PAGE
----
The Wildhorse 5 is a great all-round trail running shoe. The upper of the Wildhorse is more substantial than the Pegasus’s upper, and the Wildhorse 5’s multi-layer mesh and laminated reinforcements provide similar protection and structure to the Terra Kiger’s upper. Unlike the Pegasus Trail 36, the Wildhorse has a rock plate in the midsole to protect your feet on rocks, roots, etc., and that’s paired with a full-rubber outsole and moderate lugs that should offer good grip on most trails (apart from really slick rocks and deep mud). The Wildhorse 5 lugs are a bit larger than the Pegasus Trail 36’s, making the Wildhorse 5 a bit less efficient on pavement. We’ve also noticed that the Wildhorse 5’s outsole will wear pretty quickly on the roads, so if you’ll be using these shoes more frequently on pavement, the Pegasus Trail 36 is a better option. The Wildhorse 3 (which is very similar to the Wildhorse 5) was actually the first pair of trail-running shoes I ever owned, and I probably put over 1,000 miles on the shoes before the tread was very worn down (its outsole is pretty durable if you stick to trails). The Wildhorse 5 has some updates from the Wildhorse 4, including a new symmetrical lacing system, more flexible upper, and new “skin overlays” to provide more durability.

Stack Height

  • Heel: 20 mm
  • Toe: 12 mm
Drop: 8 mm

Stated Weight

  • Men's: 300 g
  • Women's: 257 g
MSRP: $110.00
Blister Brand Guide; Nike Trail Running Shoe Lineup 2019

The Terra Kiger 5 is Nike’s lowest-drop and least-cushioned trail shoe, designed for more technical terrain and challenging conditions like water crossings, mud, and rocks. Its perforated mesh upper allows moisture to move out of the shoe while being much more breathable than waterproof shoes. Its tongue is also padded, which is meant to help prevent hot spots on the top of your foot from rubbing laces. The Terra Kiger has a rock plate in the forefoot of the shoe, which works well with its aggressive outsole when it comes to running on very rocky trails. Its outsole is the most aggressive of Nike’s trail shoes, better suited to technical terrain, rather than pavement. Of Nike’s trail shoes, the Terra Kiger is the best option for those who are looking for a shoe with larger, more aggressive lugs, though we have heard from several people that the rubber compound it uses in its outsole does not grip well on wet, slick surfaces. It’s also worth a look for those who prefer a shoe with a pretty low heel-to-toe drop.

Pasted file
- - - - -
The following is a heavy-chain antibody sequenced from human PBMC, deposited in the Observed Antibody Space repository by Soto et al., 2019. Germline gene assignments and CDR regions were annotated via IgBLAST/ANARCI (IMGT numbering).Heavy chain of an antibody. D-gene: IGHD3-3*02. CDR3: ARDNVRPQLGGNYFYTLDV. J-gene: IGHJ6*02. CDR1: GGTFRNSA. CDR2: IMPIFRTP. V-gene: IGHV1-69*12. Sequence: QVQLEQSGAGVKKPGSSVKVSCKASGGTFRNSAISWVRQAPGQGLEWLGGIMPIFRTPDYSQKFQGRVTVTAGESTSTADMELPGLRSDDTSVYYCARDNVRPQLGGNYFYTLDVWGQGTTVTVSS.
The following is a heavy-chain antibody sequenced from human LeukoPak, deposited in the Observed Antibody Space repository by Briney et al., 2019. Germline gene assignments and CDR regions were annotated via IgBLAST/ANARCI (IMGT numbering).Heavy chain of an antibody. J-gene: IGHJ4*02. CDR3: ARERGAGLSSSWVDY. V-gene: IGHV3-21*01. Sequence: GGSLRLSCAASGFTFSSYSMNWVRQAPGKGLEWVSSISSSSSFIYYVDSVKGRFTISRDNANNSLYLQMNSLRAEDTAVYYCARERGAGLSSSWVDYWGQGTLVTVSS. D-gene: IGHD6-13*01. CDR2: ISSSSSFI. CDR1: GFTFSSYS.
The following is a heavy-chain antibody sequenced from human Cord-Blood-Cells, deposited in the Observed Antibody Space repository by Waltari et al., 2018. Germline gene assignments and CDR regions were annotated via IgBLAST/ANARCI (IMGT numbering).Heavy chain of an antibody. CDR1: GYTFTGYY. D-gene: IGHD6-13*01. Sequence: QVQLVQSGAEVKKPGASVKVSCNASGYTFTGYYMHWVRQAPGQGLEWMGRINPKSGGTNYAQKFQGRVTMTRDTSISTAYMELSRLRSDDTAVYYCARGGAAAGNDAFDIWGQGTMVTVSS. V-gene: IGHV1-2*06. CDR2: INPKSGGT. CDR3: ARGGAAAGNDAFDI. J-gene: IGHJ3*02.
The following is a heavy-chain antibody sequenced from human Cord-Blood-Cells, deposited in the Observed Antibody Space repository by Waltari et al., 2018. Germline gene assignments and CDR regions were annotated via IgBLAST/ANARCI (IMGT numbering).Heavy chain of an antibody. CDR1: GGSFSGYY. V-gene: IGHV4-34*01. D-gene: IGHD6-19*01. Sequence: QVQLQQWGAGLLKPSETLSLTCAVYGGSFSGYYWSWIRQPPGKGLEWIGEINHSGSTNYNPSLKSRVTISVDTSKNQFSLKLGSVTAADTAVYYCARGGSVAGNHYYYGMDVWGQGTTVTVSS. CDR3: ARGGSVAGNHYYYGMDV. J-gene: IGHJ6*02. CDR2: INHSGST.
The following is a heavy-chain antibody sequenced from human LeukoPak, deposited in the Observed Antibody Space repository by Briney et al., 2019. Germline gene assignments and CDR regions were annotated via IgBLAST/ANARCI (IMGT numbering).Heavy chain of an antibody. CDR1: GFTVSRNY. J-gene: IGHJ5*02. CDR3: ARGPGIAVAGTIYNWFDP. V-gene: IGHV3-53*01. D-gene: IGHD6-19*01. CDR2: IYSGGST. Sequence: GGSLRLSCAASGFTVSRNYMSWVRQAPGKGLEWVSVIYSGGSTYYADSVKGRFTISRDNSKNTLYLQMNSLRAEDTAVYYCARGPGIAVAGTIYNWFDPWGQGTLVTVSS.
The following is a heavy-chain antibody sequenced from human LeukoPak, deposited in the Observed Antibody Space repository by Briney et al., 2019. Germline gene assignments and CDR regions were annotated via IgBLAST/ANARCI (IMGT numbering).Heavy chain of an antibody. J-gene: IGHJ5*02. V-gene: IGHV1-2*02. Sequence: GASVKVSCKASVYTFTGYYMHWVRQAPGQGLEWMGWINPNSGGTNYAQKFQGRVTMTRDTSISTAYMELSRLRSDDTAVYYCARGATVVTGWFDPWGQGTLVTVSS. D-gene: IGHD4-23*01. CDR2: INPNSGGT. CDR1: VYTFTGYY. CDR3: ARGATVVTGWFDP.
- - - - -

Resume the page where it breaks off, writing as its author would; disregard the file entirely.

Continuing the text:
Stack Height

  • Heel: 14.5 mm
  • Toe: 10.5 mm
Drop: 4 mm

Stated Weight

  • Men's: 276 g
  • Women's: 241 g
MSRP: $130.00

2 comments on “Blister Brand Guide: Nike Trail Running Shoe Lineup, 2019”

  1. I would just say that while Nike may be marketing the Kiger 5 as their shoe for technical, wet, muddy terrain, my experience is that they have ZERO grip on wet roots and rocks. I’ve seen this supported by many other user comments and reviews. I have found them downright scary to run in in wet, technical terrain and will reach for another trail shoe unless it’s a non-technical road-to-trails or incredibly dry run. It’s unfortunate that Nike hasn’t dialed a material that grips in wet conditions (or used a proven technology like Vibram), because the shoe is otherwise fast and comfortable. (Background – I live in Vermont and run primarily in the Greens, Whites, and ADKs – which tend to be technical, muddy, and wet.)

  2. I agree with Ben’s comment above. Really comfy shoe but legal in the wet. Seems like such a tragic oversight, I’m gutted I’ll have to send them back.

Leave a Comment